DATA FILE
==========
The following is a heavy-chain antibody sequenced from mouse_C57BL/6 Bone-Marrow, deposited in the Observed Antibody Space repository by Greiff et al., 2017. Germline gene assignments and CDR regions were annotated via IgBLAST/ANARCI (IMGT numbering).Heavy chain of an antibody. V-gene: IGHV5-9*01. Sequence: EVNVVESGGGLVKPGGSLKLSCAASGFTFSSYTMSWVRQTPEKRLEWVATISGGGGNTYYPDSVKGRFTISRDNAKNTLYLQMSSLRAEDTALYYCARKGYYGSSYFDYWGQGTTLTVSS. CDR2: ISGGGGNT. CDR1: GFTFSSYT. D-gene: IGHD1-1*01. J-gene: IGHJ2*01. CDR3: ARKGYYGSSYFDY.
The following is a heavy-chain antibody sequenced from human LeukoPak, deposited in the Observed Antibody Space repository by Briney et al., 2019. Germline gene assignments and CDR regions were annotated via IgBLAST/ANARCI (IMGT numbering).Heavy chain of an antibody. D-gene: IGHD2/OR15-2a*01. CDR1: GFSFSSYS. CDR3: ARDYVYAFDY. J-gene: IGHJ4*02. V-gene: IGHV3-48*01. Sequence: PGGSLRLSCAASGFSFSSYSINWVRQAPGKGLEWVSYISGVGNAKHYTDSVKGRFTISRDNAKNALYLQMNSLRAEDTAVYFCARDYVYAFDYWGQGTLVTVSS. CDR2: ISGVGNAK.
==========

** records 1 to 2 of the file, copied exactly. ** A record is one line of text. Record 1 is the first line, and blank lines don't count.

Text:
The following is a heavy-chain antibody sequenced from mouse_C57BL/6 Bone-Marrow, deposited in the Observed Antibody Space repository by Greiff et al., 2017. Germline gene assignments and CDR regions were annotated via IgBLAST/ANARCI (IMGT numbering).Heavy chain of an antibody. V-gene: IGHV5-9*01. Sequence: EVNVVESGGGLVKPGGSLKLSCAASGFTFSSYTMSWVRQTPEKRLEWVATISGGGGNTYYPDSVKGRFTISRDNAKNTLYLQMSSLRAEDTALYYCARKGYYGSSYFDYWGQGTTLTVSS. CDR2: ISGGGGNT. CDR1: GFTFSSYT. D-gene: IGHD1-1*01. J-gene: IGHJ2*01. CDR3: ARKGYYGSSYFDY.
The following is a heavy-chain antibody sequenced from human LeukoPak, deposited in the Observed Antibody Space repository by Briney et al., 2019. Germline gene assignments and CDR regions were annotated via IgBLAST/ANARCI (IMGT numbering).Heavy chain of an antibody. D-gene: IGHD2/OR15-2a*01. CDR1: GFSFSSYS. CDR3: ARDYVYAFDY. J-gene: IGHJ4*02. V-gene: IGHV3-48*01. Sequence: PGGSLRLSCAASGFSFSSYSINWVRQAPGKGLEWVSYISGVGNAKHYTDSVKGRFTISRDNAKNALYLQMNSLRAEDTAVYFCARDYVYAFDYWGQGTLVTVSS. CDR2: ISGVGNAK.